The Metabolic Syndrome and Menopause
What is menopause?
Common symptoms of menopause
What is MetS?
After reaching menopause, many women are likely to develop MetS, a combination of an imbalance of various components in the body, including increased blood pressure, belly fat, cholesterol, lipids, and blood sugar. These symptoms can lead to an additional risk for cardiovascular disease (CVD). Evidence suggests that after menopause, over 38% of women have a higher risk of MetS occurring. Therefore, it is vital that there is an awareness about this syndrome to help aid women’s health, lifestyle, and comfort.
- Fat migrates to the middle of the body, causing an increase in abnormal cholesterol and lipid levels.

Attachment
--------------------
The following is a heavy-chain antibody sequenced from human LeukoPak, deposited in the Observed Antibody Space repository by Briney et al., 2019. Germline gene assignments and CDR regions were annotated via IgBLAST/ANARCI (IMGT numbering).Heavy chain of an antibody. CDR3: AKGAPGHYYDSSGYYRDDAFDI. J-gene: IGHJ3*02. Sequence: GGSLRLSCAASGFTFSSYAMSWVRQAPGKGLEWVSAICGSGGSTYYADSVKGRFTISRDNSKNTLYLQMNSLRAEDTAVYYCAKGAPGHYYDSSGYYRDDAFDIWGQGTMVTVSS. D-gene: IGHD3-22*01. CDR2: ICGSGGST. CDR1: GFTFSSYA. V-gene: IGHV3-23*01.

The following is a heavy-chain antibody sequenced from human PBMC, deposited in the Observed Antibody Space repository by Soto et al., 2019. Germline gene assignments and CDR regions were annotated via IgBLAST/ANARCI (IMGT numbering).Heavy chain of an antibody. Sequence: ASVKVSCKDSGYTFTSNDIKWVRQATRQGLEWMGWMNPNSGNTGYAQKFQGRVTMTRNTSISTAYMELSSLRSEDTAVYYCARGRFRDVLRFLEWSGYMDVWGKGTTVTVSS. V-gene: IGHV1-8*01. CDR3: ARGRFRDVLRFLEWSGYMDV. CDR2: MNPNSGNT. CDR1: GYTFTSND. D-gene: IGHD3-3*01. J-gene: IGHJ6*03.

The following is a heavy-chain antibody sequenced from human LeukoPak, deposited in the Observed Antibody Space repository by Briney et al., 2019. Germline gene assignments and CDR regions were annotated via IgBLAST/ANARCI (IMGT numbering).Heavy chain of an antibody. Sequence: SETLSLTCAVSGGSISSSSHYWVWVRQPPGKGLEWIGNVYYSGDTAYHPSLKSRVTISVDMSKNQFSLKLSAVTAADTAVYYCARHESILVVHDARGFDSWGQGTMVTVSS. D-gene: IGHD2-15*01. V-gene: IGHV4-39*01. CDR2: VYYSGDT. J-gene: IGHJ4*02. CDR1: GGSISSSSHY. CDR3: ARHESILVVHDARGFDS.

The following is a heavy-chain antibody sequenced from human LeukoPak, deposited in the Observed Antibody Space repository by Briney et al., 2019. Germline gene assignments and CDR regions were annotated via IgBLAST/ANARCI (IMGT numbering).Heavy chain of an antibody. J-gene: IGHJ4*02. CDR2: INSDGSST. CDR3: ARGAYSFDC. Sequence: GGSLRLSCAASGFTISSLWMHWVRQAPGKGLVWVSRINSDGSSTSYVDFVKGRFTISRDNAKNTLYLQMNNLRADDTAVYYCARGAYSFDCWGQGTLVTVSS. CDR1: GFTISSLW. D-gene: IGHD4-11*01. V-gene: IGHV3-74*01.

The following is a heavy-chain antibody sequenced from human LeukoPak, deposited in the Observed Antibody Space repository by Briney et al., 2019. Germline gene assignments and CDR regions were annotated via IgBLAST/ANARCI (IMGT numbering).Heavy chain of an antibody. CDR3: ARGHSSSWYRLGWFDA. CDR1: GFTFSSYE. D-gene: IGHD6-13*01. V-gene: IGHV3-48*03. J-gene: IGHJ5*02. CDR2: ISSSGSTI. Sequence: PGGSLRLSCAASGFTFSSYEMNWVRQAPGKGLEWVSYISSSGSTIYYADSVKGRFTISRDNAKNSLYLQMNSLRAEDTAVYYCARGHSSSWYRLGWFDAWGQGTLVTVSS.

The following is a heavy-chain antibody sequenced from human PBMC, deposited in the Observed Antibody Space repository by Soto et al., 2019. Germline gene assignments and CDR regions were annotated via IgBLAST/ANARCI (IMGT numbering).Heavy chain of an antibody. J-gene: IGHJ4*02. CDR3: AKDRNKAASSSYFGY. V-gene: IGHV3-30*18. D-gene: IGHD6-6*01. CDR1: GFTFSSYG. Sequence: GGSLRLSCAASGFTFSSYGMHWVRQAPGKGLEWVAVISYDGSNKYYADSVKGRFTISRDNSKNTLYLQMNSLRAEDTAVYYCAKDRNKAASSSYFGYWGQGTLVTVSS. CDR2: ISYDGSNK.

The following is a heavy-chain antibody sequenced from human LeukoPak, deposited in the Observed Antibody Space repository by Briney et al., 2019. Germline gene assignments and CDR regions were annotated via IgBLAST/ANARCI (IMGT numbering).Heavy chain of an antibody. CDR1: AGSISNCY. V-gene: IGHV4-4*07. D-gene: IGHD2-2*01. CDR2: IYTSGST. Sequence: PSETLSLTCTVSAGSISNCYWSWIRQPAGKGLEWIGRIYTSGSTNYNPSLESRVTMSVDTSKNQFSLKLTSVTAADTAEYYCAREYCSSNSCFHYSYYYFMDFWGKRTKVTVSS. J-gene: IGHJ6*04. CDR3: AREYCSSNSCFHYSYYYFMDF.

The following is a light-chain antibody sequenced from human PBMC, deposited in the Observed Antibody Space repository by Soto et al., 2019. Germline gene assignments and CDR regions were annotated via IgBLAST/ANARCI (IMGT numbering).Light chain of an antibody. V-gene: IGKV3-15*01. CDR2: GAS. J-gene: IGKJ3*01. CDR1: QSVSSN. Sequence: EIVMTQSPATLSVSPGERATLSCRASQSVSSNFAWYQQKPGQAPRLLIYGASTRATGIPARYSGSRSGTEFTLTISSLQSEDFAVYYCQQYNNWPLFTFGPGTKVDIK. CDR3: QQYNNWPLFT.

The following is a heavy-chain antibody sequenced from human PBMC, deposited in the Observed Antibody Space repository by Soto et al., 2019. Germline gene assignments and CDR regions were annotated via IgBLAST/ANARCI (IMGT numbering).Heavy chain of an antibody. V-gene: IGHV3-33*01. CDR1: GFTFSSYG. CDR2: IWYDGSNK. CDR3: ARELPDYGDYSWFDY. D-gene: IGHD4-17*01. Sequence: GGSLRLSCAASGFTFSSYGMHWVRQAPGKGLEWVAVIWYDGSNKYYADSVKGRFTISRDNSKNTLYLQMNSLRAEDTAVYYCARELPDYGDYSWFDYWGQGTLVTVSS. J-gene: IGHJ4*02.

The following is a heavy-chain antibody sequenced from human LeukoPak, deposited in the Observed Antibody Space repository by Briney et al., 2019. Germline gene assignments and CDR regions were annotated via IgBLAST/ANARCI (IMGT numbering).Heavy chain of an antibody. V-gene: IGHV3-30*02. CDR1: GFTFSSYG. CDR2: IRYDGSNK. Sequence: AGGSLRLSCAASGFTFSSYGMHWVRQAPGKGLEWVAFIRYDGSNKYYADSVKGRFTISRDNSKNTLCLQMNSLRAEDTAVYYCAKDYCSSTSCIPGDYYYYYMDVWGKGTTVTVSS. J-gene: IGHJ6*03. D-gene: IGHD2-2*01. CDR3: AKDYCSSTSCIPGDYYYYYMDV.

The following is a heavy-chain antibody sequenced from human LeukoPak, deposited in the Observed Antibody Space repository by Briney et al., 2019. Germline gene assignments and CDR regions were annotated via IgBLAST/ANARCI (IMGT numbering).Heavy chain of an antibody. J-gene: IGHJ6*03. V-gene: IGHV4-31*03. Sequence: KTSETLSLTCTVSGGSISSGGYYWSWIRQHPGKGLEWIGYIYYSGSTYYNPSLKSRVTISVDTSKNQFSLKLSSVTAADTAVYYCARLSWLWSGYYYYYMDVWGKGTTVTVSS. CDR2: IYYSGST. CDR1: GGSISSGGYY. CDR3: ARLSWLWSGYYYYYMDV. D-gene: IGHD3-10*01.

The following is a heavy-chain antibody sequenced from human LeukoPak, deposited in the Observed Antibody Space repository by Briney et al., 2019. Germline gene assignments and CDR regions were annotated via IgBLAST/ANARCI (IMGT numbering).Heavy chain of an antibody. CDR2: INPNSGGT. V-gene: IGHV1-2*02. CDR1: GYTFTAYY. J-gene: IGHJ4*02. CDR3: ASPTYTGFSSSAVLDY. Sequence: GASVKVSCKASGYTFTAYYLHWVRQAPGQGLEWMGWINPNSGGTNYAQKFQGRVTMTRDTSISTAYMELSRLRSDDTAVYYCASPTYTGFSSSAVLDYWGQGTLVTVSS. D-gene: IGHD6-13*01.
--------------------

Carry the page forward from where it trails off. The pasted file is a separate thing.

- A resistance to insulin in the blood leads to a condition called hyperinsulinemia. Insulin is a hormone that helps regulate blood sugar, and abnormal levels can further lead to conditions such as type 2 diabetes, which is also a risk factor for CVD.
- Hypertension and chronic inflammation are also associated with MetS; high blood pressure can lead to further changes such as an increase in inflammatory mediators, further causing a cascade of other reactions that lead to CVD, if unmanaged.